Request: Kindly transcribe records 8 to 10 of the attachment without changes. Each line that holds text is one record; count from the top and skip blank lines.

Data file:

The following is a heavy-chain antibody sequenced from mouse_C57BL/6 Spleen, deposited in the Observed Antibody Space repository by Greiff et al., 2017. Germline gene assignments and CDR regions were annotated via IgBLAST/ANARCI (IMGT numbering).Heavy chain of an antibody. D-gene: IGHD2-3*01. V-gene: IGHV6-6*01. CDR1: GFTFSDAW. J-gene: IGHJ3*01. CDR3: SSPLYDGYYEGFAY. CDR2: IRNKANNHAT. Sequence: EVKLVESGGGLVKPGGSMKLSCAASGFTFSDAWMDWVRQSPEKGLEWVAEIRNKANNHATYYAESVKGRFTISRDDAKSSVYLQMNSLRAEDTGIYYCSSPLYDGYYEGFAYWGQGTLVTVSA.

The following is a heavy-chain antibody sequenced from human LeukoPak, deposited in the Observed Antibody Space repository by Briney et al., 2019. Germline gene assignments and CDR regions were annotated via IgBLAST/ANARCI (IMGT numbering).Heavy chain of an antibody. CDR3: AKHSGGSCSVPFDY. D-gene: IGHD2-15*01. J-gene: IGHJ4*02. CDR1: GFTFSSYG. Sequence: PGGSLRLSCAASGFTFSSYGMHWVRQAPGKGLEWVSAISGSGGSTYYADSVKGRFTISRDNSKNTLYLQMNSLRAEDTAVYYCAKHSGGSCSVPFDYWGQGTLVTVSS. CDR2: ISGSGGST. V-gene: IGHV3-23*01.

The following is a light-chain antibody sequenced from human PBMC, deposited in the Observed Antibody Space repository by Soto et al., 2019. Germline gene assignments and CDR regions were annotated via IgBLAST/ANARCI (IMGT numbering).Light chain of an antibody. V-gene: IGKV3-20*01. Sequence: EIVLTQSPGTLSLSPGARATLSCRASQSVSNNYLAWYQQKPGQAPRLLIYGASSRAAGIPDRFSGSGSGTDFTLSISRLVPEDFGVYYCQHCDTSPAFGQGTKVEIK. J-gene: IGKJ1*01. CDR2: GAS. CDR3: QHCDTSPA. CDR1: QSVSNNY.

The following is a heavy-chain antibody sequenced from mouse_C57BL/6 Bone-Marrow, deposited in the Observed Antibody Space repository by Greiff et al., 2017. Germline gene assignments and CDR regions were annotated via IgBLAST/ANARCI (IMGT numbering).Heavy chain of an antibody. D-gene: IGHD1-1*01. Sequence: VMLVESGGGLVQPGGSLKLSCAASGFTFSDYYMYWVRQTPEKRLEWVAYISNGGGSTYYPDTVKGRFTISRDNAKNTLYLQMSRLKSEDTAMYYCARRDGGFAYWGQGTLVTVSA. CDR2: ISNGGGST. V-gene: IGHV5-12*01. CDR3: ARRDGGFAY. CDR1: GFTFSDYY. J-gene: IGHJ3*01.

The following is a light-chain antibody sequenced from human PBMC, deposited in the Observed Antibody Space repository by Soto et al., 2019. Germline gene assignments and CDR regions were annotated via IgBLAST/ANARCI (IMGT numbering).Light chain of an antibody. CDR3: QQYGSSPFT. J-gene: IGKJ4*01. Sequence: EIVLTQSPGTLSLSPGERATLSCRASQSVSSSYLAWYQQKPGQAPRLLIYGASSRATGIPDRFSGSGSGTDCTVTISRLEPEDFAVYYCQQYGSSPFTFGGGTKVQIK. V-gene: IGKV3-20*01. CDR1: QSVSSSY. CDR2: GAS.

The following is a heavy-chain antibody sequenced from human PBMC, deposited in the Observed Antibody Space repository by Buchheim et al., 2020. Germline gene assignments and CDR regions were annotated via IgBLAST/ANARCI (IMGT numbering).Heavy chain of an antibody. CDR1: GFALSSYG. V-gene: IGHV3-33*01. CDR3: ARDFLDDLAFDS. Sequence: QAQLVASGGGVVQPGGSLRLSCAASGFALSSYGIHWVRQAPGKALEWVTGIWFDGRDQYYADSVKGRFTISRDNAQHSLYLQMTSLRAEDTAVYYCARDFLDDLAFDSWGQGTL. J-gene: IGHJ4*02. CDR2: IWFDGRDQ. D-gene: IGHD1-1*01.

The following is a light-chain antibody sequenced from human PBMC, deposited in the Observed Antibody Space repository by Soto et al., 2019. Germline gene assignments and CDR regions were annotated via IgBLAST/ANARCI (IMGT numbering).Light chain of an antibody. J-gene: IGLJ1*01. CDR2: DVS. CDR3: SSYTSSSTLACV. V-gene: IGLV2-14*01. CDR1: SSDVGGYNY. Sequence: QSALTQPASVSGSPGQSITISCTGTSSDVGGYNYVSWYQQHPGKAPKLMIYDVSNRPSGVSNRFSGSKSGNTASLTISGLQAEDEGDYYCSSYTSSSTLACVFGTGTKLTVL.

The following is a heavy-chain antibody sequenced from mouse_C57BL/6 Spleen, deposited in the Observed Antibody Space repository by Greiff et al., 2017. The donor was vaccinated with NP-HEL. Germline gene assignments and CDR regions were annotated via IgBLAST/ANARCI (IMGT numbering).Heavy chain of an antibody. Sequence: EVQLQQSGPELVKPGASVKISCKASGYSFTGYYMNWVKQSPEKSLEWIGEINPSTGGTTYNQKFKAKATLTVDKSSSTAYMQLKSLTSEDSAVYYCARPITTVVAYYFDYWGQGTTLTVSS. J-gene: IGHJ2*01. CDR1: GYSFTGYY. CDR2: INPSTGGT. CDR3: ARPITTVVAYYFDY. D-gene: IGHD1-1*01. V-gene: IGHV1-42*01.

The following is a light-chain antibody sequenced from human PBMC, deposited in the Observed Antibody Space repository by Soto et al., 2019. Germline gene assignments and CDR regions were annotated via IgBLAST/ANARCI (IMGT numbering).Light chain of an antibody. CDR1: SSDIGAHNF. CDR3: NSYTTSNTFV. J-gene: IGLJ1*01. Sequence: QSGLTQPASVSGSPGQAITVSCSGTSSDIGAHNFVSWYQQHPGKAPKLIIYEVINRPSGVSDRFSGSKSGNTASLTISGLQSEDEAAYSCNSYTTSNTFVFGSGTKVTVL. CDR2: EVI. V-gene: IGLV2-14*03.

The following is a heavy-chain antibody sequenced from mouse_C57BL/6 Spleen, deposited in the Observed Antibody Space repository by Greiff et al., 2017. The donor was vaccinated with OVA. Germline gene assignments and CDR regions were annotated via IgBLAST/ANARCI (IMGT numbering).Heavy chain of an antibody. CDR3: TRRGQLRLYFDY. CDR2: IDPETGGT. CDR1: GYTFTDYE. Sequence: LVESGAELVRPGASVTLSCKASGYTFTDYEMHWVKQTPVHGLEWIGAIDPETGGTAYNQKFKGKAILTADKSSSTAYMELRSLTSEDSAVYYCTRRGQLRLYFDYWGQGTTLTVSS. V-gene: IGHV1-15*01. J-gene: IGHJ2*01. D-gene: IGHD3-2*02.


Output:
The following is a heavy-chain antibody sequenced from mouse_C57BL/6 Spleen, deposited in the Observed Antibody Space repository by Greiff et al., 2017. The donor was vaccinated with NP-HEL. Germline gene assignments and CDR regions were annotated via IgBLAST/ANARCI (IMGT numbering).Heavy chain of an antibody. Sequence: EVQLQQSGPELVKPGASVKISCKASGYSFTGYYMNWVKQSPEKSLEWIGEINPSTGGTTYNQKFKAKATLTVDKSSSTAYMQLKSLTSEDSAVYYCARPITTVVAYYFDYWGQGTTLTVSS. J-gene: IGHJ2*01. CDR1: GYSFTGYY. CDR2: INPSTGGT. CDR3: ARPITTVVAYYFDY. D-gene: IGHD1-1*01. V-gene: IGHV1-42*01.

The following is a light-chain antibody sequenced from human PBMC, deposited in the Observed Antibody Space repository by Soto et al., 2019. Germline gene assignments and CDR regions were annotated via IgBLAST/ANARCI (IMGT numbering).Light chain of an antibody. CDR1: SSDIGAHNF. CDR3: NSYTTSNTFV. J-gene: IGLJ1*01. Sequence: QSGLTQPASVSGSPGQAITVSCSGTSSDIGAHNFVSWYQQHPGKAPKLIIYEVINRPSGVSDRFSGSKSGNTASLTISGLQSEDEAAYSCNSYTTSNTFVFGSGTKVTVL. CDR2: EVI. V-gene: IGLV2-14*03.

The following is a heavy-chain antibody sequenced from mouse_C57BL/6 Spleen, deposited in the Observed Antibody Space repository by Greiff et al., 2017. The donor was vaccinated with OVA. Germline gene assignments and CDR regions were annotated via IgBLAST/ANARCI (IMGT numbering).Heavy chain of an antibody. CDR3: TRRGQLRLYFDY. CDR2: IDPETGGT. CDR1: GYTFTDYE. Sequence: LVESGAELVRPGASVTLSCKASGYTFTDYEMHWVKQTPVHGLEWIGAIDPETGGTAYNQKFKGKAILTADKSSSTAYMELRSLTSEDSAVYYCTRRGQLRLYFDYWGQGTTLTVSS. V-gene: IGHV1-15*01. J-gene: IGHJ2*01. D-gene: IGHD3-2*02.